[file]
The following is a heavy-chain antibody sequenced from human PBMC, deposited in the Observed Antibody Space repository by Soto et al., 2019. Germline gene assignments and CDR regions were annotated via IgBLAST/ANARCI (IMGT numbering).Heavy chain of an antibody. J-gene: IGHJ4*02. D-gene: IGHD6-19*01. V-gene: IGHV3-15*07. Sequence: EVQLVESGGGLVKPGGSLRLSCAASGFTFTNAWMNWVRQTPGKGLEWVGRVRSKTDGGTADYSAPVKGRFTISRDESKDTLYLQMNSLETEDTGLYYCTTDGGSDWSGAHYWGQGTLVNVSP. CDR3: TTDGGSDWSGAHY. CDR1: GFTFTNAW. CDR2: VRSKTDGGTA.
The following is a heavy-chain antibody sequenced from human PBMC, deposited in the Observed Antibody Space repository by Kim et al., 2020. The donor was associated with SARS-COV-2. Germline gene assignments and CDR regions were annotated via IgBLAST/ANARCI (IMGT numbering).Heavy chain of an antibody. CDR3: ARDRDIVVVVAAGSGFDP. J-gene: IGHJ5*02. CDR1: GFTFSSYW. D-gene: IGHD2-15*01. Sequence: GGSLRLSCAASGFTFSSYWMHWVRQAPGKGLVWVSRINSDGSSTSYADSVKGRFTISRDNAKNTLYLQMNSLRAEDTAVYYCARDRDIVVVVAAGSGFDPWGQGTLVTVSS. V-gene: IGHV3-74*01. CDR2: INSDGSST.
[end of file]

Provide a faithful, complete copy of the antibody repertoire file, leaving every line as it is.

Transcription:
The following is a heavy-chain antibody sequenced from human PBMC, deposited in the Observed Antibody Space repository by Soto et al., 2019. Germline gene assignments and CDR regions were annotated via IgBLAST/ANARCI (IMGT numbering).Heavy chain of an antibody. J-gene: IGHJ4*02. D-gene: IGHD6-19*01. V-gene: IGHV3-15*07. Sequence: EVQLVESGGGLVKPGGSLRLSCAASGFTFTNAWMNWVRQTPGKGLEWVGRVRSKTDGGTADYSAPVKGRFTISRDESKDTLYLQMNSLETEDTGLYYCTTDGGSDWSGAHYWGQGTLVNVSP. CDR3: TTDGGSDWSGAHY. CDR1: GFTFTNAW. CDR2: VRSKTDGGTA.
The following is a heavy-chain antibody sequenced from human PBMC, deposited in the Observed Antibody Space repository by Kim et al., 2020. The donor was associated with SARS-COV-2. Germline gene assignments and CDR regions were annotated via IgBLAST/ANARCI (IMGT numbering).Heavy chain of an antibody. CDR3: ARDRDIVVVVAAGSGFDP. J-gene: IGHJ5*02. CDR1: GFTFSSYW. D-gene: IGHD2-15*01. Sequence: GGSLRLSCAASGFTFSSYWMHWVRQAPGKGLVWVSRINSDGSSTSYADSVKGRFTISRDNAKNTLYLQMNSLRAEDTAVYYCARDRDIVVVVAAGSGFDPWGQGTLVTVSS. V-gene: IGHV3-74*01. CDR2: INSDGSST.